A new, free report on digital media and technology use [@SmartInsights statistics alert]
Value: For students, researchers and marketers who need to convince others of the importance of digital media
Recommended link: Ofcom 2014 digital communications statistics report
If you need hard facts and charts for reports and presentations to convince others of the growing importance of digital communications and technologies in influencing the purchase decision today, the Ofcom Communications report is one of the most comprehensive sources available. That’s why we feature it at number 1 in our Top 10 Free Digital Marketing Statistics sources listing.
It’s published each August for the UK and includes an international digital media statistics benchmark in its December edition.
The latest update for the UK has just been published and in this post I have selected from the 61(! ) charts available to ask what I think are some of the of the most important questions about trends in digital communications which we hope could be useful for your next presentation.
Question 1. How many people have access to the Internet and digital media in 2014?
As expected, broadband access now accounts for nearly all access, but what is interesting in the latest data is the continued sharp growth of mobile Internet use which now accounts for over half of all access “Internet on mobile”.
Question 2. How much time is spent online?
This is a surprise. Browsing time on desktop actually fell by 14.7% and the difference was not made up by the 2.5% growth in mobile Internet browsing.
I would speculate based on other data from Pew Internet that this would seem to reflect more time spent in messaging apps such as Whats App, Viber and Snap Chat.
Total browsing time per month at 31 hours 24 minutes is certainly significant at over a day per month, but leaves plenty of time for other activities, including consuming traditional media.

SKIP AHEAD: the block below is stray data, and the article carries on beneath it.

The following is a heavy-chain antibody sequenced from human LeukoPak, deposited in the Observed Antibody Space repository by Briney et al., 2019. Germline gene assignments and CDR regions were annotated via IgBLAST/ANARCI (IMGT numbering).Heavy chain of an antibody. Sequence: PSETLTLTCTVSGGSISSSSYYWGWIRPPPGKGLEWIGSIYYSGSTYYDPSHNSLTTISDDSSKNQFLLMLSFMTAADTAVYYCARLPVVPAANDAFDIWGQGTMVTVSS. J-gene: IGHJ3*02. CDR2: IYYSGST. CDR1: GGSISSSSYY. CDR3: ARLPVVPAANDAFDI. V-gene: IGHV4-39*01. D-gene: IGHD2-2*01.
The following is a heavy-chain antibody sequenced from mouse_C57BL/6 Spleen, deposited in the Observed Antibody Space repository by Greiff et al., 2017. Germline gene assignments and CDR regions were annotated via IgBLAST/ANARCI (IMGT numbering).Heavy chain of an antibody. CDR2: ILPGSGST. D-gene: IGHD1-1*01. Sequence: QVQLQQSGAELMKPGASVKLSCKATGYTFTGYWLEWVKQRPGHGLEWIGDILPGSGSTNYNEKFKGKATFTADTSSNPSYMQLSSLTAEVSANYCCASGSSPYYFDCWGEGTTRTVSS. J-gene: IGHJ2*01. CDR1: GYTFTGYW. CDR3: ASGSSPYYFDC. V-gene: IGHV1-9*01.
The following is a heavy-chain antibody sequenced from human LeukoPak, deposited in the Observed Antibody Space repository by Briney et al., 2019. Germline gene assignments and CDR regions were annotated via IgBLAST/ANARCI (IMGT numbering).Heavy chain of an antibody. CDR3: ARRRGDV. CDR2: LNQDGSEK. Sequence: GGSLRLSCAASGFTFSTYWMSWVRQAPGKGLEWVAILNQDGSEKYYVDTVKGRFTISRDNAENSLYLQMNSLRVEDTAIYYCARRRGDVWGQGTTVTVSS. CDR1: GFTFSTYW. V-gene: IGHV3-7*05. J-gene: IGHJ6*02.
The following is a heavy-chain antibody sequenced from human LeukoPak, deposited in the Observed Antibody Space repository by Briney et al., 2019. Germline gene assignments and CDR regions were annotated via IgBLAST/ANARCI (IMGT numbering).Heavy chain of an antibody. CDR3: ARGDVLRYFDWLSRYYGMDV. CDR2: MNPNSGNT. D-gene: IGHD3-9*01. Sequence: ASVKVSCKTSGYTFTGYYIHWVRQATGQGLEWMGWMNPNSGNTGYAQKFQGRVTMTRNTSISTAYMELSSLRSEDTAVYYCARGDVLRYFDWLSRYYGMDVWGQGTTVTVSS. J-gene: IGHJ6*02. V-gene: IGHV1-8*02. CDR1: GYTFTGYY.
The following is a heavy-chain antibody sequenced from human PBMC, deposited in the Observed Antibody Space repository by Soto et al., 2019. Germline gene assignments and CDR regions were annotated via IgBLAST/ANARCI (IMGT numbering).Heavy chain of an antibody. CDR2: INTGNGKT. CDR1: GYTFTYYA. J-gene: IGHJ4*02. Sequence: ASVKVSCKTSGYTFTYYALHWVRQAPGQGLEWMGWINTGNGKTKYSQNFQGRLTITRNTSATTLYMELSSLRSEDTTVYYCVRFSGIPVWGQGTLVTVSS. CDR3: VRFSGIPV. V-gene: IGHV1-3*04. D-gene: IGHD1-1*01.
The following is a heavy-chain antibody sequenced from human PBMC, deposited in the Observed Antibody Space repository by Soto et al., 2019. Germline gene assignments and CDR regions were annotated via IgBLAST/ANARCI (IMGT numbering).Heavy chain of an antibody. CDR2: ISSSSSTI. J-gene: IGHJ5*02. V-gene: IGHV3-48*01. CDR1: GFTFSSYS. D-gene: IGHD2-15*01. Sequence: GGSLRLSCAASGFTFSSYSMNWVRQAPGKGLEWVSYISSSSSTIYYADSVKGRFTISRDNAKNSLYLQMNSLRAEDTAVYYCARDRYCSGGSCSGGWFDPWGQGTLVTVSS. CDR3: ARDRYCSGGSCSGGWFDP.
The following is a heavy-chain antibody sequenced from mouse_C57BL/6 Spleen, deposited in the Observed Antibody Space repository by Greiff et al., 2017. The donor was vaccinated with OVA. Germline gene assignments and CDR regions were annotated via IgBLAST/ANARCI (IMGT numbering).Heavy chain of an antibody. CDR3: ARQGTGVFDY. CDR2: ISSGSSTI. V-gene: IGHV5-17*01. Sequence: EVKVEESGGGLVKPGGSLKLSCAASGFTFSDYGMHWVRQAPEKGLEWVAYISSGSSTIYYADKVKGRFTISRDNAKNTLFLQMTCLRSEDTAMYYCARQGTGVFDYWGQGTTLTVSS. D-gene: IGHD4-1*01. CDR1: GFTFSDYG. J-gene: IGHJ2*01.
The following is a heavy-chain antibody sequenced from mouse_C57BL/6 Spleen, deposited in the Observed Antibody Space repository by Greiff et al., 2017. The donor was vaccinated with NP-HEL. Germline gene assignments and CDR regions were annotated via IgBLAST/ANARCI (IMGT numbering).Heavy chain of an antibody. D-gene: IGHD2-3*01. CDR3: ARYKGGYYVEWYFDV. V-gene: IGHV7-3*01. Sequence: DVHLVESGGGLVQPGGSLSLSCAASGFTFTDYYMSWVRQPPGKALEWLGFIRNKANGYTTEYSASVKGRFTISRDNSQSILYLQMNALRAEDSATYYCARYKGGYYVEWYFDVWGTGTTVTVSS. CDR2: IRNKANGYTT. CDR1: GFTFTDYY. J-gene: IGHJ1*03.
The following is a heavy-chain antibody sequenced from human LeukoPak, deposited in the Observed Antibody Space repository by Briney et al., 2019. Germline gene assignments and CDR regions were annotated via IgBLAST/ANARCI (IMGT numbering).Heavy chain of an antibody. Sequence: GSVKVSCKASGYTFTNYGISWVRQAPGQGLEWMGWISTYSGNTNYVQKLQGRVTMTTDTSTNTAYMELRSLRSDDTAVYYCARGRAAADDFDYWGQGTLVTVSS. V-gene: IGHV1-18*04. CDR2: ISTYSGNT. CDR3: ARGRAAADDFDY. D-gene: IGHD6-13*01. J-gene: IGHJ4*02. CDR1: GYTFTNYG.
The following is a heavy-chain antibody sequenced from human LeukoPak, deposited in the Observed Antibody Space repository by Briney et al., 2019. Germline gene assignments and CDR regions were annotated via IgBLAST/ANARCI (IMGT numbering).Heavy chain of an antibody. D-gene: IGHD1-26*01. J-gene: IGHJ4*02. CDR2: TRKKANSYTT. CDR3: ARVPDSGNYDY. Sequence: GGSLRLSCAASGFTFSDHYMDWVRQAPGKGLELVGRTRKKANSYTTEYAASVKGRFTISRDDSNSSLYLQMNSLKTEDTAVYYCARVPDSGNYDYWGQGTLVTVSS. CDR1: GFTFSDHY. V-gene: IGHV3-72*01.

Question 3. Which digital devices are used to access the Internet?
The Ofcom research has a lot of detail on the type of device used to access the Internet in each household. As you will know multi screening and multiple digital device use is commonplace. This data shows that there are now multiple laptops, tablets and smartphones in each household
If we look at this from an individuals’ point of view of their primary access we can see that mobile (smartphone or tablet) is the primary Internet access device for over half of users 52%).
Question 4. Which activities is the Internet used for?
I have been covering this in my books for a long time now and the picture doesn’t change that greatly. What’s interesting though is frequency of active use.
Ofcom used to ask about using the Internet for different activities in the last 3 or 6 months, but now it’s interesting how frequent these activities are in the last week showing really active use:
- 48% have used a social network in a last week
- 44% have banked online in the last week
- 35% made an online purchase in the last week
Question 5. Which search platforms are used?
We tend to think that Google accounts for the vast majority of searches, but this data reminds us that Bing and Yahoo! are still significant platforms to reach audiences online.
We also get a picture, courtesy of the comScore MMX data or the importance of mobile search. Mobile only use is still relatively low on Google at 12%, but up to 30% on Bing.
Question 6. How many people in different age group use social networks?
We’re often asked this question so it’s interesting to see this breakdown.
The popularity of social networks are broken down also. All the main social media networks continue to grow in the UK.
A full breakdown by Gender isn’t available unless you subscribe to comScore or you can check out our Global WebIndex compilation of Social media use statistics.
Social network access via mobile dominates whether it’s app or browser.
Question 7. What is the expenditure on digital media?
Given the increasing Internet use we have seen in the other charts a final question looks at the overall importance of digital media.
This data via WARC shows that digital media are now the leading media, but with TV, press and direct mail still significant. I’m not sure I believe the prediction that 75% of media spend will be online within 5 years, since it’s a big shift in a short time, but the other charts certainly show increased investment is warranted.